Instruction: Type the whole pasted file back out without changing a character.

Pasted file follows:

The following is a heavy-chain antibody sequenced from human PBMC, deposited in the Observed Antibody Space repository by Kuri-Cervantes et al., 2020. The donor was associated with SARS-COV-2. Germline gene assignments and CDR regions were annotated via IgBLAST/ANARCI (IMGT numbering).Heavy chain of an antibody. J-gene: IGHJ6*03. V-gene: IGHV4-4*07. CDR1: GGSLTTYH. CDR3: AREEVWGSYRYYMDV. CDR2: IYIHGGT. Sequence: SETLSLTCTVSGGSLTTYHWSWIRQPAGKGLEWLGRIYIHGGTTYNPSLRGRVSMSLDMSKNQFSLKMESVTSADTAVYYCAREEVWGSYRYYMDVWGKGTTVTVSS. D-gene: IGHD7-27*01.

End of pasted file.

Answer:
The following is a heavy-chain antibody sequenced from human PBMC, deposited in the Observed Antibody Space repository by Kuri-Cervantes et al., 2020. The donor was associated with SARS-COV-2. Germline gene assignments and CDR regions were annotated via IgBLAST/ANARCI (IMGT numbering).Heavy chain of an antibody. J-gene: IGHJ6*03. V-gene: IGHV4-4*07. CDR1: GGSLTTYH. CDR3: AREEVWGSYRYYMDV. CDR2: IYIHGGT. Sequence: SETLSLTCTVSGGSLTTYHWSWIRQPAGKGLEWLGRIYIHGGTTYNPSLRGRVSMSLDMSKNQFSLKMESVTSADTAVYYCAREEVWGSYRYYMDVWGKGTTVTVSS. D-gene: IGHD7-27*01.